As a rule, the fashion industry targets the young and hip. And as women move into their 40s -- and out of fashion marketers' viewfinders -- navigating where to shop (Chico's?) and what to buy (embroidered vests?) gets trickier.
But private fashion consultant Sherrie Mathieson thinks 40-plus women have a tendency to pigeonhole themselves -- by overlooking classic wardrobe pieces in favor of fashion cliches and dismissing clothes they deem "too young" (or trying to pull off looks it takes youth to finesse).
In her new photo-driven book, "Steal This Style: Looks That Make Hip Classic and Classic Cool," Mathieson is out to prove that mature women can borrow pieces from their daughters' trendy, cool wardrobes, mixing them with timeless, well-made basics.
Featuring scores of before-and-after photo vignettes featuring real-life mothers and daughters, the 248-page tome is full of pithy but stern advice and observations -- for example, "Dressing like a teenager only makes her look more like a grandmother" and "Black accessories do not make a corny outfit hip."
Mathieson, a former costume designer for TV and film who's now a full-time style consultant and who specializes in dressing mature women, said her clients are always asking, " 'What can I wear out there that's modern?' There's a lack of equanimity right now in the amount of [fashion] attention given to older women -- the resources are not there. And they feel there's not enough that's appropriate for them. I wanted people to learn from seeing -- it's critical."
The mother-daughter models encompass a variety of ages, sizes and ethnicities, a refreshing change from how-to fashion books for older women full of Lauren Hutton-style ex-models. Mathieson, who placed models-wanted ads on Craigslist, among other Internet sites, said she was inundated with responses from prospective volunteers. "I had young women begging me, 'Please help my mom dress better.'"
When it comes to sartorial advice, Mathieson gets it right most of the time: Rimless eyeglasses aren't youthful, gaudy colors "project a gaudy personality," and there's never a good time for an embroidered denim jacket. But not every suggestion is unassailable.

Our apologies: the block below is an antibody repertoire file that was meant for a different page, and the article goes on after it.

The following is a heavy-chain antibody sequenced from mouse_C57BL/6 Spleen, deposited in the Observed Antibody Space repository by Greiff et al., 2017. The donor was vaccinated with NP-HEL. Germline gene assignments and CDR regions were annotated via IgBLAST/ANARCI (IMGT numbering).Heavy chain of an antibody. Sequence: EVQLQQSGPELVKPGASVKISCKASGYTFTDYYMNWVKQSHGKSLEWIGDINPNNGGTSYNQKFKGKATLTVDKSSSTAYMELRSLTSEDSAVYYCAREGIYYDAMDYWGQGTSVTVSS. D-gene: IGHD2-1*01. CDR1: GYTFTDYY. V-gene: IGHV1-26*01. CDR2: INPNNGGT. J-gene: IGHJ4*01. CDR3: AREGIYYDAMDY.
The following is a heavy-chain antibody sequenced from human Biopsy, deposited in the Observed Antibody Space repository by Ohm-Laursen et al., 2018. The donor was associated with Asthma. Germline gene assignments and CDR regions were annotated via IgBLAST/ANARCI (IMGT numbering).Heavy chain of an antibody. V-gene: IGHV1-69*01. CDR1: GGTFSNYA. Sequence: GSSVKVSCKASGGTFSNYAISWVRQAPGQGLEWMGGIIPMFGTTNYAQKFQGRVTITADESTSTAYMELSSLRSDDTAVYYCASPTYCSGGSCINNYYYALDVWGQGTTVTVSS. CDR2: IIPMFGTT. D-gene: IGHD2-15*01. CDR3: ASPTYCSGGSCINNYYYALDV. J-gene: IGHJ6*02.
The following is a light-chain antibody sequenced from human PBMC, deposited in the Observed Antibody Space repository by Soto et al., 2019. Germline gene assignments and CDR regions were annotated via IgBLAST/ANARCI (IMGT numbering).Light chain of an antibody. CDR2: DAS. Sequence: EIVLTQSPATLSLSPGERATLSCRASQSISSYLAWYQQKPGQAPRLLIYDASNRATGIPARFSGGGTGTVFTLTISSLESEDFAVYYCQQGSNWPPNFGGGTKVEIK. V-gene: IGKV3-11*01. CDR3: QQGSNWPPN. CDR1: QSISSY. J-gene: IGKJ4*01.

For example, she dresses one mother-daughter duo in Juicy Couture-style sweat suits paired with dressy loafers -- a popular look at Las Vegas buffets that screams "Golden Girls." And hippie prints are definitely aging . . . especially on the Woodstock generation.
But Mathieson does pull off some amazing transformations, hinged on the idea of stripping down your wardrobe to classic, well-tailored pieces that flatter your shape. The smiling moms pictured almost always look more chic, slender and youthful in the "after" photos. "I tried to pick looks that are going to stand the test of time," Mathieson said. "Fashion is an ethereal concept, but style is eternal. Style is something that you need to develop. And it's never too late."
The back section of the book includes a shopping guide filled with lifeless descriptions of chain stores such as Banana Republic and Coach -- which seems superfluous, considering that most of the stores can be found in any regional shopping mall.
But Mathieson contends that the older generations are confounded about where to shop. Her advice? "Avoid the boomer-oriented stores because you're going to instantly look old in those clothes," she said. "All you're going to get is an elastic waist."